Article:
Kenneth Branagh’s Hercule Poirot returns with another competent – if unspectacular – movie take on Agatha Christie’s famed detective.

After the success of 2017’s Murder on the Orient Express – which did fantastic box-office business despite only being on the same par as this follow up – a sequel was inevitable. Even with this delayed by nearly a year due to Covid.

But despite a glittering all-star cast – featuring some British favourites – it never really ever gets out of third gear, despite being a serviceable mystery-thriller throughout.

One major thing that actor/director Branagh – just nominated for an Oscar for his recent well-received directing gig with Belfast – gets right, is the 1938 locale of Egypt’s Nile and accompanying settings such as sensually broody jazz clubs. The old-fashioned production values are spot-on.

But generally everything that goes on around it is all a little plodding, and well a bit, meh. Nothing really new to be seen here.

Six months before the events of the main film, Poirot – after a movie-commencing World War I back story in his Belgian regiment that explains the origins of his iconic moustache – can be seen in a jazz club where illustrious singer Salome Otterbourne (Sophie Okonedo) is performing. Here he witnesses the ‘ferociously in love’ Jacqueline de Bellefort (Emma Mackey) introduce her fiancé Simon Doyle (Armie Hammer) to her childhood multi-millionaire heiress friend Linnet Ridgeway (Gal ‘Wonder Woman’ Gadot).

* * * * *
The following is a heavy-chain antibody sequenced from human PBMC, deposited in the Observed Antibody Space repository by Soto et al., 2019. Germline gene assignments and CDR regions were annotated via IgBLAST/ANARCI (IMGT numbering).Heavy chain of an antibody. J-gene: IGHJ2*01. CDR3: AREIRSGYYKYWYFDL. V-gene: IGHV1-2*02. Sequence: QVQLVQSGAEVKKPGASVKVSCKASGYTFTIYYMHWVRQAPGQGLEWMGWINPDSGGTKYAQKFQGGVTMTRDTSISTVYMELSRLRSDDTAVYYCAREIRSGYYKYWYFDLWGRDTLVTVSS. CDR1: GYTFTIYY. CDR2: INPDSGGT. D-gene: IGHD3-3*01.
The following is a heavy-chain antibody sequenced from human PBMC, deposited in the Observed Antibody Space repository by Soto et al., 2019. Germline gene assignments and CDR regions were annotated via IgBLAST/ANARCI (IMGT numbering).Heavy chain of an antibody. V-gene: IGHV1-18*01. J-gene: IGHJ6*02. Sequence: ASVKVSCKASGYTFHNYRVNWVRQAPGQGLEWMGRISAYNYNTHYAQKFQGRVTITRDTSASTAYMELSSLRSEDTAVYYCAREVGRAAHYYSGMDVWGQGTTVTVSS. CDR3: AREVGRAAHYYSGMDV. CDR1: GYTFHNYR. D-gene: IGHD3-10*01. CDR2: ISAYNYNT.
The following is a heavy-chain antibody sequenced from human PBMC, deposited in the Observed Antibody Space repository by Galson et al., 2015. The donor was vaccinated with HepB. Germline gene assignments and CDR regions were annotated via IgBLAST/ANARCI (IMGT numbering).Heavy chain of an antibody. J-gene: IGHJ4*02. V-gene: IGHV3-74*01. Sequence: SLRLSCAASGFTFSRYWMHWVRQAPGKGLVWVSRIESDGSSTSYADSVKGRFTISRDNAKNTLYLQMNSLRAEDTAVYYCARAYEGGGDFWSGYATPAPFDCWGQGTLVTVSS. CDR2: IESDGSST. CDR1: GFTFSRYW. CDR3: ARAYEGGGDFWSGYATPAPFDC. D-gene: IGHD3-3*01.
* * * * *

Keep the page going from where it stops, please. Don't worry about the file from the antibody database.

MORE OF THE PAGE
But when Poirot bumps into his friend Bouc (Tom Bateman), and his renowned painter mother Euphemia (Annette Bening) while vacationing in Cairo, in a surprise plot twist Simon and Linnet have become married – after ‘sparks flew’ between the two of them – and Jacqueline is now the scorned-ex creepily pursuing them on their honeymoon, taking place upon a luxury boat liner on the Nile.

Which is coincidentally what Poirot then gets invited too – along with a dozen or so ‘soon to be turned into suspects’ guests – with Linnet worried about her safety. And the expected death(s) ensue.

With cast members such as Russell Brand’s aristocratic doctor, Jennifer Saunders’ socialite and Dawn French as her companion, there’s definitely a heavy British influence on the movie – but despite a few twists and turns it never really ever ‘thrills’.

And the word ‘love’ – with an underlying theme based around ‘unrequited love’ at its centre – is banded about with so much regularity, it does start to eventually become stomach-churning at its over use.

But if you haven’t seen the original film, this is a passable ‘lazy river ride’ with some great scenery to help the formulaic time pass by – as Branagh does a functional job.

It just won’t linger in the memory for too long.

ESP Rating: 3/5

Gavin Miller

Showcase Cinema De Lux Peterborough, Out Now

Cast: Gal Gadot, Kenneth Branagh, Armie Hammer, Tom Bateman, Emma Mackey, Letitia Wright, Annette Bening, Sophie Okonedo, Russell Brand, Dawn French & Jennifer Saunders

Running Time: 2 Hrs 6 Mins

Director: Kenneth Branagh

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